So, yeah, country sounds like Nineties rock now. What of it? Most Miranda Lambert records have more bite and fire than most mopey alternative ever did. On “Only Prettier” Lambert and her band dig past the Third Eye Blind–ism of Nashville radio for an earlier alt sound, bashing out the best power-pop this side of Paul Westerberg aping Big Star. The track is brash but stately, the chords jagged but chiming, the pedal steel a seam of pure sugar in a sour-candy confection. The song, not quite a hit, found Lambert (co-writing with Natalie Hemby) growing out of her early Crazy Ex-Girlfriend branding. Here, in the lyric, she’s avoiding a confrontation, pledging to some women who had side-eyed her to hide their mutual distaste behind bless-your-heart Southern politeness. But great country choruses build to punchlines — or, in this case, a knifing: “We got a lot in common, you will see,” Lambert sings, “We’re just like you — only prettier.” Seriously, if rock had stayed as good as this, country wouldn’t have swallowed up its share of the market. — Alan Scherstuhl

Loretta Lynn, “Fist City”

Loretta Lynn is one of the singular female songwriters in popular culture. She addressed women’s issues in striking ways before anyone else on songs like “The Pill” and “One’s on the Way.” But before she did any of that, Lynn made it plain that she was prepared to beat down anyone who tried to take her man (even though he’s no saint, as she sings). Like many of her songs, “Fist City” is part vignette, part public service announcement. It went to No. 1 in 1968, so it’s doubtful any punches were swung on the curb outside of the Opry — at least that year. “Women are much meaner than men,” Lynn wrote in her 2001 autobiography. “Fist City” has endured as a fan favorite. Best Coast covered the song at Bonnaroo in 2011, with Bethany Cosentino saying how pissed she was about missing Loretta Lynn perform that year. Hopefully she’s caught a show since then, because there is nothing more badass than an 83-year-old in a shimmering princess gown singing “I’ll grab you by the hair of the head and I’ll lift you off of the ground.” — Sarah Grant

Brad Paisley, “Alcohol”

Paisley’s the smartest guy in the frat house, the most charming and funny, as well, and a couple years ahead of his brothers on accepting the ways the world has changed. If his hot-shit guitar work hadn’t landed him a record deal, he might be an M.B.A. in an improv troupe, maybe even one with women in it. “Alcohol” is his finest singalong, maybe country’s best since “Friends in Low Places,” and it might be the fullest flowering of Paisley’s songwriting: A first-person soliloquy from the p.o.v. of alcohol itself, the song is hammy and nuanced and ambitious all at once, a Nashville radio smash that presumes its audience reads Hemingway and has been to college. That’s not just because of the line “College, now, that was a ball” — the verse-chorus structure is a five-paragraph essay, evaluating different aspects of a complex subject, just like they taught in expos. The lyric’s an extrapolation of the second greatest of all Homer Simpson quotes: “To alcohol, the cause of — and solution to — all of life’s problems.” But it’s the boozy way the band stumbles into that ace chorus that lifts this from novelty to greatness. — Alan Scherstuhl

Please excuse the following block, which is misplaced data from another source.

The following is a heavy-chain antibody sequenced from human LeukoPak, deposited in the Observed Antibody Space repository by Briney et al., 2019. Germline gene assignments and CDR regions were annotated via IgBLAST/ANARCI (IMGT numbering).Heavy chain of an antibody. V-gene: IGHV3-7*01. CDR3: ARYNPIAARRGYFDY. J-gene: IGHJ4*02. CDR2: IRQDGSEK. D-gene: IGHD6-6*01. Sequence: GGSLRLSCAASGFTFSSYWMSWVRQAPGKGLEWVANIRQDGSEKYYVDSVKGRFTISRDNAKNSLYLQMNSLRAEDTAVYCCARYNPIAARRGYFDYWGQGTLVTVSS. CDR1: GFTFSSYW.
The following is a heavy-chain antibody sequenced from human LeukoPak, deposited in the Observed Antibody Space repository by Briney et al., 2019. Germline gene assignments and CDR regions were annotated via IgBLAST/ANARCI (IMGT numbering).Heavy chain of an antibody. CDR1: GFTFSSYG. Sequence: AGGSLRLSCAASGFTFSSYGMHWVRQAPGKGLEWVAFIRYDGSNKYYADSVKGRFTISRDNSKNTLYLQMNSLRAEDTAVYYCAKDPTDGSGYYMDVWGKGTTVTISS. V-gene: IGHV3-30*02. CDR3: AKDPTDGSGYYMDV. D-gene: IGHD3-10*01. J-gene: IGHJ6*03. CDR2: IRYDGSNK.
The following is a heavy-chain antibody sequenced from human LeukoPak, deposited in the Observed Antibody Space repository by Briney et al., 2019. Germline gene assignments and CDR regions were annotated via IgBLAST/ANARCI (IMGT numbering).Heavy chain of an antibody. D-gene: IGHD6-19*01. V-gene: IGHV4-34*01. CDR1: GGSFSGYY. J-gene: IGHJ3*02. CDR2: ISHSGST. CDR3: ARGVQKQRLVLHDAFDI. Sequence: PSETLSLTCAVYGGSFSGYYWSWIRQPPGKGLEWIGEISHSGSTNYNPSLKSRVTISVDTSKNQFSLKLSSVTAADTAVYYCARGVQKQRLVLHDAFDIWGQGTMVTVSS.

Reba McEntire, “Fancy”

The guitars! The hairspray! The weird Fritos commercial! This song is just waiting for enough hipsters to discover it so it can blow up karaoke bars all over Brooklyn. “Fancy” is basically country music’s Great Expectations, set in a different swamp. It’s a dark, rags-to-riches-to-regrets tale about a hard-luck girl named Fancy who scrapes out of poverty by any means necessary (prostitution). We meet Fancy after these tribulations, as a successful but damaged thirtysomething living in a “Georgia mansion and an elegant New York townhouse flat.” Will she forgive the ghost of her mother for pushing her into the arms of “occasional aristocrats”? Does she still have the locket with the inscribed phrase: “To Thine Own Self Be True”? Somehow, “Fancy” combines the unpleasant economic truths of a Dylan song crossed with “Private Dancer” by Tina Turner. If that sounds like a little much, you might prefer the original version, written and performed by Bobbie Gentry in 1969. Gentry’s sultry version is the go-to for Dusty Springfield fans who can’t stand twang. If you can’t stand twang, you have no business listening to Reba McEntire. Remember: To thine own self be true. — Sarah Grant

Eric Church, “Creepin’?”

When it comes to converting naysayers to country music, the real question is which Eric Church song to play first. Sure, you could go for the ubiquitous “Springsteen,” the nostalgic “Talladega,” or the hard-partying “Drink in My Hand,” but “Creepin,’?” the opening track from 2011’s breakthrough Chief, is a solid place to start. Clocking in at just under four minutes, Church goes from a slow, pulsing drawl to an all-out rock ‘n’ roll barnburner, peppering his gruff vocals with distortion, swift guitar pickin’, and a strong beat. When Church gets going — “Your cocaine kiss and caffeine love/Got under my skin and into my blood/That ‘need you back’ comes over me/Like ivy crawlin’ up a hickory tree” — he hardly needs the guttural screams to drive the lyrics home, but he throws ‘em in anyway. A song that speaks to Church’s rockstar stage persona, “Creepin’?” is a clear gateway number to the harder country stuff. — Dacey Orr

Sara Evans, “Suds in the Bucket”

Sara Evans was a trailblazing figure in the early Aughts for women in country. While plenty of female artists are still having tremendous difficulty getting played on the radio, Evans pushed her way through to earn several No. 1 hits, including “Suds in the Bucket.” Replete with fiddles, steel guitar, and some of that Southern steady-trucking percussion, this song celebrates one girl’s choice to flee her small-town malaise. Once again, this is a song that revels in a woman’s independence; she left behind her family and friends, all the gossiping biddies, and even her laundry. Imagine turning your back on that quiet downhome life mid-chore! It depicts a brazen, bold woman who risks it all for love, and that’s the kind of story-song that never tires. Like all good country songs, it also has one of the best metaphors about growing up and outgrowing your past laid to tape: “You can’t fence time.” Usually songs about runaways are sad or fraught with fear, but this one is all smiles and freedom. — Caitlin White